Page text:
Zana in particular mentioned it hasn't all been plain sailing and some of the issues they've encountered like; Faulty stock (iphone cases that didn't fit properly), Negative feedback from people who seemingly just liked to moan. She said that replying to emails can also be a bit tiring in some cases so it was beneficial to set up an email template that can be sent to multiple people. 
 
They also gave a list of top tips:
 
  • Have a personal blog
  • Create independent work - as it helps to keep the romance with illustration alive, as it can get a bit tiring doing uni work to certain set themes and products and working off your own back on your own original ideas can produce some of your best stuff.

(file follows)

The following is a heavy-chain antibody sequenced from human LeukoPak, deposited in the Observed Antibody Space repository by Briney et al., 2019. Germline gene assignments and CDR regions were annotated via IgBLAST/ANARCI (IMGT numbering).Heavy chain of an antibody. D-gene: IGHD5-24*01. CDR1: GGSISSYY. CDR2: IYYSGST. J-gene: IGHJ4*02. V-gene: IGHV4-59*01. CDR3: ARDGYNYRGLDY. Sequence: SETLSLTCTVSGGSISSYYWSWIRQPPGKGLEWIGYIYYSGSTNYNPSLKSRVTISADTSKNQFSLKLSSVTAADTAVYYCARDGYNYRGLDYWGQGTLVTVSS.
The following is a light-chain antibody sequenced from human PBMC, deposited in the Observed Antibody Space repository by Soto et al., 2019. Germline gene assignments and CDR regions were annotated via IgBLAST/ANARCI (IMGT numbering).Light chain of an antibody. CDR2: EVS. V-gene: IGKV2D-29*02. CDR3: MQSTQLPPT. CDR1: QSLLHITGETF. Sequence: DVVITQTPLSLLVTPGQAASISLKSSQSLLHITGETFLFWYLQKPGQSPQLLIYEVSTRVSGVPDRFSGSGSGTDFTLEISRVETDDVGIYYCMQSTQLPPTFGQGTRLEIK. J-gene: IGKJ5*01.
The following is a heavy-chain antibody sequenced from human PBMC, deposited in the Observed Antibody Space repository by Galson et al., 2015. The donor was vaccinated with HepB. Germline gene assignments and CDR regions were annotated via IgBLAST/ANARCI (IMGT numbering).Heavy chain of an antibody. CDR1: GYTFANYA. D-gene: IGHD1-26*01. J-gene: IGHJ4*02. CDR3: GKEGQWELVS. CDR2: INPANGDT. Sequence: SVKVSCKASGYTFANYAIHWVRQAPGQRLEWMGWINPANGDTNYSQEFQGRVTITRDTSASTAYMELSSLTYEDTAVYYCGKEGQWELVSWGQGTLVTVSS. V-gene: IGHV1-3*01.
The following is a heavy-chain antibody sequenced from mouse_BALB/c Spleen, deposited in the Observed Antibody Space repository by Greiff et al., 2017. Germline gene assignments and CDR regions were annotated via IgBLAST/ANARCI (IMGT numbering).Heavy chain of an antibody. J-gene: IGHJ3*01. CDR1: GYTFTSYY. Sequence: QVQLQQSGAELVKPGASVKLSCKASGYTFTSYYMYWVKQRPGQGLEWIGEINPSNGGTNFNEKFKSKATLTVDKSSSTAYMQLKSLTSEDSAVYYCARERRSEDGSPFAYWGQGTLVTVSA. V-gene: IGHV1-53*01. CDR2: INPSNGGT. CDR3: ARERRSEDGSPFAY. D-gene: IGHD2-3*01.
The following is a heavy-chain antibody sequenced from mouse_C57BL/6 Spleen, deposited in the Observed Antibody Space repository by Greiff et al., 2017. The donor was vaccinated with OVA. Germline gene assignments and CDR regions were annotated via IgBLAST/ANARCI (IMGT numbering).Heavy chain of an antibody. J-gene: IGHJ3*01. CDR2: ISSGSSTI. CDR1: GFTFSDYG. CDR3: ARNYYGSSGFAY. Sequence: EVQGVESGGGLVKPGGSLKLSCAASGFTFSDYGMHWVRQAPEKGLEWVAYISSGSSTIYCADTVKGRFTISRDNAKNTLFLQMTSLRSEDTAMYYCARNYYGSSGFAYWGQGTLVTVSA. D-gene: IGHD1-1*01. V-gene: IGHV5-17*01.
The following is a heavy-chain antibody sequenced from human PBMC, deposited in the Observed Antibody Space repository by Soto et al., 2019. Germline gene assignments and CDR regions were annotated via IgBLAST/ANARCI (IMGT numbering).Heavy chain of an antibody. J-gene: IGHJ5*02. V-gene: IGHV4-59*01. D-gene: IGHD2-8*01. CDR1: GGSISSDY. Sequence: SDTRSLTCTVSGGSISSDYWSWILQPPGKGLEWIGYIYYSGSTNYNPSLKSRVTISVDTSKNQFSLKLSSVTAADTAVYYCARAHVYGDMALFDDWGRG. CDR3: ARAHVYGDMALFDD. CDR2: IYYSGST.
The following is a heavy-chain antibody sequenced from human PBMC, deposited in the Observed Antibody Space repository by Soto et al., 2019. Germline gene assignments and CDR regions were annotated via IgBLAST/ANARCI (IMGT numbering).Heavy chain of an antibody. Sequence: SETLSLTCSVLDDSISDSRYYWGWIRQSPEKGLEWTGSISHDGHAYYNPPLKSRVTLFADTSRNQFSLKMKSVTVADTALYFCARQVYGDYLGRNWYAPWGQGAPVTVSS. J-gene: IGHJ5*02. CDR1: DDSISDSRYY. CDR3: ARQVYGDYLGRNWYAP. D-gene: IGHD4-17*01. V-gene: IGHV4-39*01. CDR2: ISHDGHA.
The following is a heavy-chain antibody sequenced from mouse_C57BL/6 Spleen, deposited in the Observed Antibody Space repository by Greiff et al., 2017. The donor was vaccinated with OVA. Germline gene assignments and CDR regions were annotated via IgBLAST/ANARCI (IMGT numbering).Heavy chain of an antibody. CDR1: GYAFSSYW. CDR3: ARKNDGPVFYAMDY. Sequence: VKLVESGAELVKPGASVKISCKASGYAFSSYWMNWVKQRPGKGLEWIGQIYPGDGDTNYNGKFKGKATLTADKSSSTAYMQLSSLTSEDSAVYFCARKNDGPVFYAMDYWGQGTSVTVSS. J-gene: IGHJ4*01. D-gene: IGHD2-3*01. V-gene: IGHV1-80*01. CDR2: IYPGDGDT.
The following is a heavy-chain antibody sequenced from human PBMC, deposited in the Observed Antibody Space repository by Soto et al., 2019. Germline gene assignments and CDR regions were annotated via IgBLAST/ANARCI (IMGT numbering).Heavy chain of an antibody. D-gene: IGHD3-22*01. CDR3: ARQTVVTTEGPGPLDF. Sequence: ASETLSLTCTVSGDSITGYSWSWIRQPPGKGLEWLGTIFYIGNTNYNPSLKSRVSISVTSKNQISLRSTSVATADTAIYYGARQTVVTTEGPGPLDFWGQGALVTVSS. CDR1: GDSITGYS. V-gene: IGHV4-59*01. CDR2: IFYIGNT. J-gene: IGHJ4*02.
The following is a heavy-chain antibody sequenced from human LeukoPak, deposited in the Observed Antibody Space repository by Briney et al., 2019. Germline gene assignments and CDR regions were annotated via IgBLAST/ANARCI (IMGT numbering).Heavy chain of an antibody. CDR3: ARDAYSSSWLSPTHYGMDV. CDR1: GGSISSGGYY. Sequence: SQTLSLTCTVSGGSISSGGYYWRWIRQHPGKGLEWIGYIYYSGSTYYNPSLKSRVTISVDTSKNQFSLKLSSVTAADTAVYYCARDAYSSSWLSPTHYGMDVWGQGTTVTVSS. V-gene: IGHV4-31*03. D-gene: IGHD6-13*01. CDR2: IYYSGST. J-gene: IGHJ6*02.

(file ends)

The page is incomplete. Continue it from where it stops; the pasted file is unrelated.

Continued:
• Starting an etsy page - it's avaialble to everyone and a good starting place for a business
  • Photography - key to enhancing a products appearence and the first and most important thing people look at when deciding to buy a product so make it good!
  • think ahead - plan ahead of uni with ideas like if you will have the correct tools and software when you leave and if not how you wil cope without or start saving!
 
Typical Day
 
  • Answering emails
  • Posting on social media
  • Certain days a week allocated to producing more work such as; Artwork, website maintenance, orders, stocks, product photography
  • Branding
 
They also said with regards to prices that you should research the market and base your prices on others whilst considering the quality of your product and the profit you'll be making and whether it's sustainable.
 
Overall i found the talk very inspirational as I've often considered starting a business through my illustration/animation work. So this talk definitley helped me alot.